The present invention may be used with any known fibers and thermoset resins. For example, the fiber substrate or reinforcement may be in the form of sheets, roving, cable, ropes, or separate strands, or some combination thereof, and preferably in continuous form. The substrate may comprise glass fibers, natural fibers such as cotton, jute, and paper; and even exotic filaments such as boron, graphite, ceramic, and sapphire. Any thermoset resin can be used, such as a mixture of polyester resin and styrene monomer.
The first portion 12 or member of an exemplary mandrel 10 comprises essentially a hollow elongated body as shown in FIG. 1 and in the cross-sectional view of FIG. 8. Substrate components such as sheets or ropes are laid over and/or around the first portion 12, which can assume a variety of shapes and is preferably in the general shape of the desired final product. Openings 24 in the bottom of the first portion permit access to the resin injector system 14; in particular, they permit the system to be supplied with resin and coolant. The openings 24 also permit electrical wires or fuel pipes to be fed through to channels 30 and conduits 44 or pipes within the resin injector system 14 and consequently to the second mandrel portion 16 which contains an internal heater 48 (FIG. 9). The openings 24 may be located in a variety of locations on the mandrel, but their location on the first portion 12 is preferable.
In a further exemplary embodiment, the mandrel comprises a steel plate 18 suitable for mounting the mandrel 10 to a floor, ceiling, table, or other supporting structure. A counterbalance holder 20 on the other side of the plate 18 permits attachment thereto of adjustable counterweights 21 and rods 22. The counterweight system 20-22 allows controlled angular disposition of the mandrel 10 within an exterior die, as shown in FIG. 2. The angular disposition of the mandrel 10 may be altered, for example, to change the relative thicknesses of substrate walls being injected with resin at 14 and heated at 16.
FIG. 3 provides a cross-sectional view taken along A of FIG. 1 of a brace or plate 23 within the counterweight system for holding counterbalance rods 22.
FIG. 5 is a cross-sectional view, taken along B of FIG. 1 of an exemplary resin injector system 14 wherein at least two, and preferably a plurality, of resin injectors 27 are disposed integrally in the mandrel and disposed in at least two different directions outwards to permit various inward surfaces of a fiber substrate to be wetted with resin. An exemplary resin injector system also comprises an internal cooling system in which a coolant, such as water, is circulated within the mandrel structure 14 to maintain the flowability of the injected thermoset resin and to prevent it from prematurely setting. An inlet port 28 and outlet port 29 permit the coolant to be introduced into and removed from the vicinity of resin injector passageways 25. The resin injector system 14 may also comprise, in an exemplary embodiment, pass-through channels 30 or openings to permit electrical or fuel lines to reach the conduits 44 and internal heater 48 (one heating element is generally shown in FIG. 8) contained within the second portion 16 of the mandrel.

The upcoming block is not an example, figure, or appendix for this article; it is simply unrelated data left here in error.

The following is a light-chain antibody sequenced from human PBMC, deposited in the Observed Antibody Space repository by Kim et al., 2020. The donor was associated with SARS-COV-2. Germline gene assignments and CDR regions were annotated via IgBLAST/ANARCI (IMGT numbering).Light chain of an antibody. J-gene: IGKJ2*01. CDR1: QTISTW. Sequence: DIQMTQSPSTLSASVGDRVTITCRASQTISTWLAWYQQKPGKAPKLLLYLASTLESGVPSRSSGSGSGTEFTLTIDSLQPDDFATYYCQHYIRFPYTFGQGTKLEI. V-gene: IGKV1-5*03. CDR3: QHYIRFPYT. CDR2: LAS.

FIG. 4 is a cross-sectional view of exemplary plates 40/42 mountable within the mandrel elongated portion 16. The plate comprises openings 43 for the conduits 44, and openings 49 for holding a number of heating elements 48 (FIG. 9 shows an example of one element). An opening 53 for a thermocouple is also shown.
FIG. 6 is an enlarged view of the resin injector system/zone 14 shown in FIG. 1. In an exemplary embodiment, the resin injector system 14 comprises a block 15 of metal or other suitable material in which channels and ports have been formed or drilled for resin (26/27), coolant (28/29), and various pass-through ports (30). The various channels 26, 27, 28, 29, and 30 may be drilled as at 33 into the block 15 which is then placed into the outer shell 11 of the mandrel. It may be welded, screwed, or otherwise locked into place.
A further resin injection system 14 or zone may include an outer body having indentations 32 disposed upon or around the mandrel body, and conformed to define a resin injection chamber 37 when used in conjunction with an exterior die 36 as shown in FIG. 2. In a further exemplary integral resin injection system 14, the injection ports 27 may be variously sized, spaced from each other, and/or distributed in accordance with the thickness of the substrate that is being pultruded across the resin injection zone 14. One or more resin intake ports 26 may be used. FIG. 5, for example, shows variously sized ports 27a and 27b arranged in a radially outward disposition from the resin intake 26. The use of the block 15 may allow for ready removal and/or interchangeability where it is desired to alter the size of resin injector ports 27 within a given mandrel body.